The Heritage Softail Classic is the kind of bike most non-riders think of when they hear ‘Harley’—oodles of chrome, saddlebags, riveted leather and massive fenders. At over 700 pounds wet, it’s designed for long distance touring—and it isn’t the sort of machine you expect to find in a teeming metropolis in tropical Southeast Asia.
So when Bangkok native Tuey Chuenprapar got the keys to a 2008 Heritage, it wasn’t exactly love at first sight. “I used to think it was a very ‘old’ looking bike,” he says.
“Bangkok is among the world’s worst for traffic congestion—and compared to most motorcycles, the Softail is old-fashioned, big, and heavy. It would make it difficult to get around the city.”
Tuey runs an advertising agency, so he grabbed his pencils and figured out how to make the Softail better. In particular, he wanted to make the FLSTC smaller and lighter, and therefore easier to weave in and out of his city’s congested streets.
Inspiration struck when he happened across images of the Harley-Davidson WRTT, released in 1941 and designed for ‘Class C’ racing.
This stripped-down machine had a ramped up mechanical spec, including special cams and cam followers, different valves, and a racing carb. Factory options included frame-mounted oil tanks and a bigger gas tank for longer races.
Tuey kicked off by sketching his ideal bike, including the design of a new fuel tank. He took the sketches to Aoo Design Custom, a local workshop that had built custom Triumphs for Tuey in the past.
Aoo Design is run by a pair of talented builders called Karenaj and Lik. They started by tearing down the Heritage Softail until only the engine and frame were left, then they gradually put it back together—restoring only the essentials and in many cases using new components that are lighter or of higher quality.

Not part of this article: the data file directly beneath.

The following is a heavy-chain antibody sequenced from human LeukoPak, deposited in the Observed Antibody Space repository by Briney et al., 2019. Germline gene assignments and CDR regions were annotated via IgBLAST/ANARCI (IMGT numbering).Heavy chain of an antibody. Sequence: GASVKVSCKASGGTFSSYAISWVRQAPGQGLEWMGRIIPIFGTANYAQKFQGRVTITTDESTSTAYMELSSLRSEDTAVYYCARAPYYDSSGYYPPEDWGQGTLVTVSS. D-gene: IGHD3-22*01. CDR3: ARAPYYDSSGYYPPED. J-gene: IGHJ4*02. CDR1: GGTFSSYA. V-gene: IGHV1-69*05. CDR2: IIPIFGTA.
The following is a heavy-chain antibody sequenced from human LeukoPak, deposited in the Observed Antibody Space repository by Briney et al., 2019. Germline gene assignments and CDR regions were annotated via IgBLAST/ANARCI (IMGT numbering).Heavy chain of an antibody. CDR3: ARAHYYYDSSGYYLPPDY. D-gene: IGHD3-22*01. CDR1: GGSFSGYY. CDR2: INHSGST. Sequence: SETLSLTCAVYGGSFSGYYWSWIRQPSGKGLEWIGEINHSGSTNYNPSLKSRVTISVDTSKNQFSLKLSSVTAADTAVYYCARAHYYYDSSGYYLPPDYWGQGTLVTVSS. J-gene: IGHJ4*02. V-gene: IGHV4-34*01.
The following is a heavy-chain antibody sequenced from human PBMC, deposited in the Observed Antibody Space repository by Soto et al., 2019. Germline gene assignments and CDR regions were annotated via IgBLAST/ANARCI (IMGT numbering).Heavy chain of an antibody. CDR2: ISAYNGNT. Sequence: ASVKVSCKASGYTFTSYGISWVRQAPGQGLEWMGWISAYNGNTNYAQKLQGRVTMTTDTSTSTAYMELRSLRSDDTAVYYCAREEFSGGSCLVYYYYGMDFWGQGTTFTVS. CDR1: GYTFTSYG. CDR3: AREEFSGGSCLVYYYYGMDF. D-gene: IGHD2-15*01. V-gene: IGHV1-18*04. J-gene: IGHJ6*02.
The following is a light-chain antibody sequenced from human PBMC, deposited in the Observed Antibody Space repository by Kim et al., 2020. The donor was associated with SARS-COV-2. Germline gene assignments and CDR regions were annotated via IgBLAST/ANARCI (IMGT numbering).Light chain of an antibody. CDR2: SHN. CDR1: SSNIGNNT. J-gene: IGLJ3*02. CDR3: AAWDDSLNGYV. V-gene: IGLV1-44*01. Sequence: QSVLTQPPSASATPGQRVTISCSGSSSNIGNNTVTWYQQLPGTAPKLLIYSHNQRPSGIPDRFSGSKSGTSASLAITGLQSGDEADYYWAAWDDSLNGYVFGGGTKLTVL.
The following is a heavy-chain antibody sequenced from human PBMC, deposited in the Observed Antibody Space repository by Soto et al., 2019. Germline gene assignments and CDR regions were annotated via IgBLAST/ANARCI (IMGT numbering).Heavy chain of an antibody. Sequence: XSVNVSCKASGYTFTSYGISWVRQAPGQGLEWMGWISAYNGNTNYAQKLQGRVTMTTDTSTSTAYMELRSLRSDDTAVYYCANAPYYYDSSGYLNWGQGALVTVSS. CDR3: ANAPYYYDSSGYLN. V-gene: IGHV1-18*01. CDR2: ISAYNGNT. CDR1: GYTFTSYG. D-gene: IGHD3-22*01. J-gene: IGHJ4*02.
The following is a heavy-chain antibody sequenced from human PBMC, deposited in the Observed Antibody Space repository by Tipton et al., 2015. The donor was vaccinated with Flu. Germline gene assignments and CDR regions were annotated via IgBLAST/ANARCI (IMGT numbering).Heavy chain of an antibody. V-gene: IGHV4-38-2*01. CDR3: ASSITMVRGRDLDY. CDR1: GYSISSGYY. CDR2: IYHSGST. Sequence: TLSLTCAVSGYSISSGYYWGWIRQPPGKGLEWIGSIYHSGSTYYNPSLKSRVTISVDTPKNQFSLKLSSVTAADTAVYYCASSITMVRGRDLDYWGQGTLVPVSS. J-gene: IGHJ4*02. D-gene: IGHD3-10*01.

They’ve hand-made a new gas tank to Tuey’s design: it’s smaller than the original, but sufficient for around-town use in Bangkok.
Drag-style bars are now hooked up to classic springer forks. Made by the Japanese company Neo Factory, they’re a lovely replica of a 1940s design—right down to the casting number—and lower the front by two inches. The back is lowered slightly too, using a kit from Burly Brand.
A stock Heritage Softail has 16-inch rims front and back. For a more custom look, Aoo have changed the front to a 19-inch from a Sportster XL, and fitted a 4.00-section tire.
It balances out the beefy 5.00 rubber at the back, which is wrapped around the rim from a Softail Night Train. The brakes are upgraded with new discs and calipers from Performance Machine.
Performance Machine also supplied the hand and foot controls, which Aoo moved to a higher position than normal for more cornering clearance.
The Heritage Softail Classic comes with fuel injection from the factory, but Aoo have switched to an S&S Super E carb. There are little mods too, such as a new carb cover, a custom breather tube, and CNC machined billet aluminum valve covers from Covingtons. The simple, symmetrical exhaust pipes were built by hand using stainless steel.
Tuey has redesigned the seat, choosing a sprung type for lighter weight on a new base. Right behind is an elegant little fender, a bobbed version of the stock part. The rear lighting comes from Kuryakyn and the front turn signals are discreetly concealed Motogadget units.
The ignition nestles between the cylinder heads, and is operated by a beautiful one-off key from Tokyo-based Yoshinori Komiyama.
Four months after starting his sketches, Tuey’s revised FLSTC was ready—and it’s barely recognizable as a Heritage Softail. We’re seeing shades of classic Japanese custom work, and in particular Zero Engineering style.
But more importantly, Tuey now has a Softail that is lighter, smaller, and fun to ride in city traffic. Now he just needs to decide on and fit a headlight to make it street legal.
“I still haven’t found a type I like,” he says. “But Thailand is currently under curfew, and no-one can leave the house at night. So I still have time to choose!”
Published at Wed, 13 May 2020 17:01:38 +0000